A hacker repeatedly hijacked traffic headed for networks belonging to large hosting companies including Amazon, Digital Ocean, and OVH, redirecting cryptocurrency miners’ connections to collect $83,000 over four months this year.
This is according to researchers at Dell SecureWorks Counter Threat Unit, who documented 51 compromised networks from 19 different Internet service providers (ISPs) from February to May 2014.
According to researchers, miners talked about the suspicious activity that was occurring on mining systems connected to the wafflepool.com mining pool.
“Several users in this forum and other cryptocurrency forums noticed similar activity — mining systems mysteriously redirected to an unknown IP address that answered with the Stratum protocol,” the researchers said. “Once connected to this IP address, miners continued to receive work but no longer received block rewards for their mining efforts. Hijackers harnessed miners’ hashing power by redirecting legitimate mining traffic destined for well-known pools to a malicious server masquerading as the legitimate pool.”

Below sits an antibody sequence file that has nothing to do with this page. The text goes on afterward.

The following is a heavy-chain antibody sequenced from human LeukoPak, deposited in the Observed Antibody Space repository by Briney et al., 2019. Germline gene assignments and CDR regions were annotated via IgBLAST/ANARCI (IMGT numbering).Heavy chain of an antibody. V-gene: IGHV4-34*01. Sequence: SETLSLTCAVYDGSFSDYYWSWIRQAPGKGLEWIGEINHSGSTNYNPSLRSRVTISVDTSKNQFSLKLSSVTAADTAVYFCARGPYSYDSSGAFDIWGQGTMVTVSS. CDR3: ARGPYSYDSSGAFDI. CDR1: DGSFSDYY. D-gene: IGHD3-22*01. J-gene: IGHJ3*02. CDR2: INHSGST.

Researchers believe the attacks went unnoticed since the hijacker only redirected traffic in small bursts.
A report by InformationWeek’s DarkReading said that it was believed that the hacker would have needed administrative rights to hijack BGP routes and redirect the mining, so it was likely a former employee of an ISP. The researchers traced the malicious BGP announcements to a single router at a Canadian ISP, the report said.
Former employees can cause security headaches for companies if they aren’t offboarded properly. Last year, a former HostGator employee was charged for installing backdoor to access 2,700 servers.
“BGP peering requires that both networks be manually configured and aware of one another,” researchers said. “Requiring human interaction for proper configuration makes BGP peering reasonably secure, as ISPs will not peer with anyone without a legitimate reason. These hijacks and miner redirections would not have been possible without peer-to-broadcast routes. Although BGP hijacking is possible, the overall threat is minimal.”
The report said that the affected hosting providers have a huge range of IP addresses, and the addresses hijacked were fairly negligible.
In a separate incident in January, hackers lifted AWS login credentials from GitHub and used hijacked cloud instances to mine for bitcoins.